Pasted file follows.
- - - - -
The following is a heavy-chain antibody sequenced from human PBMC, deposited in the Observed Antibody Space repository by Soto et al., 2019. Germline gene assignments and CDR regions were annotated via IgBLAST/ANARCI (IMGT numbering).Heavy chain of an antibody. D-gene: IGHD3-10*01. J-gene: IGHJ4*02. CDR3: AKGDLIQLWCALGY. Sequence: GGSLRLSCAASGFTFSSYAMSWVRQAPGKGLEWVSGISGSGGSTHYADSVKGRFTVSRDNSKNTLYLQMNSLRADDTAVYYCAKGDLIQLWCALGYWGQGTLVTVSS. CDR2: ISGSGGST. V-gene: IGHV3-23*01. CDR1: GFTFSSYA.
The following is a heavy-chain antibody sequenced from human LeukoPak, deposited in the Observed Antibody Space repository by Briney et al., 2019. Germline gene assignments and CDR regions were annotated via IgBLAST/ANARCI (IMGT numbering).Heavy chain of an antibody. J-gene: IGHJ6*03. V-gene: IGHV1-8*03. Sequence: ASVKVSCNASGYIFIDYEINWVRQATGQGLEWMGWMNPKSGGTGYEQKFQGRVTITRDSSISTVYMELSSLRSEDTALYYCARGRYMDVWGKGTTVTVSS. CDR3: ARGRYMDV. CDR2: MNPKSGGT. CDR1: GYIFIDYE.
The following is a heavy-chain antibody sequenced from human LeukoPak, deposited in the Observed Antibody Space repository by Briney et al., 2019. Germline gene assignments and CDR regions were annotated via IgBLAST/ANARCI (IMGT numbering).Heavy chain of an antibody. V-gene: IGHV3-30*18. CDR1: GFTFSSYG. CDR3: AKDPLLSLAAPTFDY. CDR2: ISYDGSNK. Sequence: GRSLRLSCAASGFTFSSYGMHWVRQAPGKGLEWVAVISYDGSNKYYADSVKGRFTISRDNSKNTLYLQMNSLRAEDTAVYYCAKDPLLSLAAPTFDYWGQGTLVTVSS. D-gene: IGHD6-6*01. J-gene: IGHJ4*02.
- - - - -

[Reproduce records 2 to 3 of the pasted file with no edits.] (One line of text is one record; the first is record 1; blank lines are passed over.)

The following is a heavy-chain antibody sequenced from human LeukoPak, deposited in the Observed Antibody Space repository by Briney et al., 2019. Germline gene assignments and CDR regions were annotated via IgBLAST/ANARCI (IMGT numbering).Heavy chain of an antibody. J-gene: IGHJ6*03. V-gene: IGHV1-8*03. Sequence: ASVKVSCNASGYIFIDYEINWVRQATGQGLEWMGWMNPKSGGTGYEQKFQGRVTITRDSSISTVYMELSSLRSEDTALYYCARGRYMDVWGKGTTVTVSS. CDR3: ARGRYMDV. CDR2: MNPKSGGT. CDR1: GYIFIDYE.
The following is a heavy-chain antibody sequenced from human LeukoPak, deposited in the Observed Antibody Space repository by Briney et al., 2019. Germline gene assignments and CDR regions were annotated via IgBLAST/ANARCI (IMGT numbering).Heavy chain of an antibody. V-gene: IGHV3-30*18. CDR1: GFTFSSYG. CDR3: AKDPLLSLAAPTFDY. CDR2: ISYDGSNK. Sequence: GRSLRLSCAASGFTFSSYGMHWVRQAPGKGLEWVAVISYDGSNKYYADSVKGRFTISRDNSKNTLYLQMNSLRAEDTAVYYCAKDPLLSLAAPTFDYWGQGTLVTVSS. D-gene: IGHD6-6*01. J-gene: IGHJ4*02.